Well this was a new one. This papercut was commissioned as a gift to celebrate the publication of a new equation.
Propose with this very special memento, where their answer will complete the paper-cut! Cut by me, with your beloved's name at the top. I will also cut around the YES or NO tick marks, without removing them completely, so that the chosen answer is easy to snip away! Order here.
So excited to be featured on Strictly Paper blog today. You can read more about how I got into paperart and also see the work of many AMAZING paper artists. I really recommend having a look around and getting inspired.
I bought my husband (check out his amazing art here) a GoPro for Christmas, then promptly swiped it to record myself in action. Wearing the camera attached to my head I filmed the start, middle and end of the cutting process. I've edited out a lot because it turns out watching a papercut spin round and round for too long is not only a bit dull, it could also bring on mild nausea. You can see the full papercut and read the story about the commission here.
Erin commissioned me to make a papercut to celebrate her first wedding anniversary. Along side a portion of their wedding vows she asked me to include some lace from her beautiful Elizabeth Dye wedding dress (from The Sentimentalist, a mother-daughter run boutique in Atlanta) and flowers from her bouquet.
If you want inspo for a Super Cool Jewish Wedding you just need to visit Smashing the Glass. As well as covering a variety of different weddings, Karen, the energy behind the site offers inspiration lists for the different suppliers/vendors you might need for your big day. She kindly included me as a ketubah designer.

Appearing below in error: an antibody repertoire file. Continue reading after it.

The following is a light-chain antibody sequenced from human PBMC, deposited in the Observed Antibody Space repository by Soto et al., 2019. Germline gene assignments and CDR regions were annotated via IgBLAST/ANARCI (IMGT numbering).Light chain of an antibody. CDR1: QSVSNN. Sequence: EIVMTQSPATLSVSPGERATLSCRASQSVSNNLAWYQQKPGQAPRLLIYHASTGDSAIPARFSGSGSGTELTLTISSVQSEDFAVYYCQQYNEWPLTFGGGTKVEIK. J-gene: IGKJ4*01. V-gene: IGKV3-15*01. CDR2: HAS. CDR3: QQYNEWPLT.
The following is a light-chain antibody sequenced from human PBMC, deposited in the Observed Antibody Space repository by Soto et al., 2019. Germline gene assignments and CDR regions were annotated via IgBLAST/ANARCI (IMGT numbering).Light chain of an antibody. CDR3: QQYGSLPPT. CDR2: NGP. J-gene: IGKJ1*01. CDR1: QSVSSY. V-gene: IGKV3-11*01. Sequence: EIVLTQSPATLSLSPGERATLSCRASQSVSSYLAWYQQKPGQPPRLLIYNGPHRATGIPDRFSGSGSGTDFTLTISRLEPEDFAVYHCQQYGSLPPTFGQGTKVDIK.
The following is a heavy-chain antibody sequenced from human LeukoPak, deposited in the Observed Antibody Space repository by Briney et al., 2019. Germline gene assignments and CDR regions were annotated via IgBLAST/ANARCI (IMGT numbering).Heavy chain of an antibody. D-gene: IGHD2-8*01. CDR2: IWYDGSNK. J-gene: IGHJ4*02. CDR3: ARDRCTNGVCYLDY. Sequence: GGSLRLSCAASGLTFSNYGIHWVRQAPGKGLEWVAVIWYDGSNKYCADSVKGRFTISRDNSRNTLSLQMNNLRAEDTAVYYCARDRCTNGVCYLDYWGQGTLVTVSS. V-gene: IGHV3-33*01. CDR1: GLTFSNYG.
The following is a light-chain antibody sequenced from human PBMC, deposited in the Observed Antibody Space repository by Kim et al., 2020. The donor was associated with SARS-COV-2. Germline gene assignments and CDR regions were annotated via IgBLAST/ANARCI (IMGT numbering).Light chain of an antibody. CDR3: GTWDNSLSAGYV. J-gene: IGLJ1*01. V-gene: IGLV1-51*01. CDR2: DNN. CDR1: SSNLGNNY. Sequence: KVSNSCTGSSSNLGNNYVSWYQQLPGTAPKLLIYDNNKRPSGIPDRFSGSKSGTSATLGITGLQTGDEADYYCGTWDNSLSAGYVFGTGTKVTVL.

For this commission I was given a list of all the special trips a couple had taken together.
We were four sisters — now we are three
We were inseparable, just like in Louisa May Alcott’s classic tale, Little Women. But then one of us got sick — and the storyline changed.
I have three sisters and, growing up, we used to compare ourselves to the sisters from Little Women. We all wanted to be Jo, because Jo was the strong, independent one, and none of us wanted to be Beth, because Beth gets sick and dies. We also couldn’t imagine anything more tragic than losing a sister.
The four of us had the kind of bond people marvelled at. We were close in age, yet there was never a sense of competition between us, which allowed us to feel genuinely happy for one another and to celebrate one another’s accomplishments as we became adults. We owe this to our mother, who managed to raise four girls without playing favourites. When she died of ovarian cancer at 59, we grew even closer. We were all in it together, and we knew we had something special.